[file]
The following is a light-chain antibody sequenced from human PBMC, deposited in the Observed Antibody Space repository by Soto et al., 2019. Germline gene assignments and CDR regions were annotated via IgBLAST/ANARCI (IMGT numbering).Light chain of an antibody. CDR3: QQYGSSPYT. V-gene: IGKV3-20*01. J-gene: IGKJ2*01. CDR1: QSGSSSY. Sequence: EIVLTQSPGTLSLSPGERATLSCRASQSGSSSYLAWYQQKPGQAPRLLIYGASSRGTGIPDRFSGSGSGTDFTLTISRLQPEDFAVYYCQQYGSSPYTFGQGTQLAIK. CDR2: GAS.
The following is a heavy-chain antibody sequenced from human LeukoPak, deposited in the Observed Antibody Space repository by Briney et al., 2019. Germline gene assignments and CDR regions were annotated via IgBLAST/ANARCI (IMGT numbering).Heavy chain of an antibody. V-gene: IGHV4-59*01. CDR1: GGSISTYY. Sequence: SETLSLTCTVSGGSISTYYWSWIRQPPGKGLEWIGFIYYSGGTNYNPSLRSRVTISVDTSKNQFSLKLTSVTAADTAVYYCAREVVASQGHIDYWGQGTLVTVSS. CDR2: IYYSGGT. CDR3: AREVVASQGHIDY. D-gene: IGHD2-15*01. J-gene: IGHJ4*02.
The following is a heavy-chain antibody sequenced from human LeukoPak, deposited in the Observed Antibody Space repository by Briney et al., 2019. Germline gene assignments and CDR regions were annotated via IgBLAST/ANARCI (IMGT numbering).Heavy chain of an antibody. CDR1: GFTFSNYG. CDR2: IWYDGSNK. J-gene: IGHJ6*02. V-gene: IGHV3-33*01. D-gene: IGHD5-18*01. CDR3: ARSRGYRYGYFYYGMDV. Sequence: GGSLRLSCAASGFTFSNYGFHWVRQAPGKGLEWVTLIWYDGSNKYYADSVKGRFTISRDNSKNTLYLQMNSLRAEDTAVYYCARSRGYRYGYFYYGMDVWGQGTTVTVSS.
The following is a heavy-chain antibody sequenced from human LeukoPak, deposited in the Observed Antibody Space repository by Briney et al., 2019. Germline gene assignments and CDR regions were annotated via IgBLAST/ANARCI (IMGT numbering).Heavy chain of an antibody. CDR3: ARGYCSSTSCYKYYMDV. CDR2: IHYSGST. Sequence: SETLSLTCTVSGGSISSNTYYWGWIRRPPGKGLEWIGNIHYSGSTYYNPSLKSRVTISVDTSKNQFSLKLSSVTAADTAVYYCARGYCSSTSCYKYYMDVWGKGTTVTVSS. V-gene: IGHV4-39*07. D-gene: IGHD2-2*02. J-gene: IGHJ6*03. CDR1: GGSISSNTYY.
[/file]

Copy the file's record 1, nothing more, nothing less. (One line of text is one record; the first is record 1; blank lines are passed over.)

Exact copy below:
The following is a light-chain antibody sequenced from human PBMC, deposited in the Observed Antibody Space repository by Soto et al., 2019. Germline gene assignments and CDR regions were annotated via IgBLAST/ANARCI (IMGT numbering).Light chain of an antibody. CDR3: QQYGSSPYT. V-gene: IGKV3-20*01. J-gene: IGKJ2*01. CDR1: QSGSSSY. Sequence: EIVLTQSPGTLSLSPGERATLSCRASQSGSSSYLAWYQQKPGQAPRLLIYGASSRGTGIPDRFSGSGSGTDFTLTISRLQPEDFAVYYCQQYGSSPYTFGQGTQLAIK. CDR2: GAS.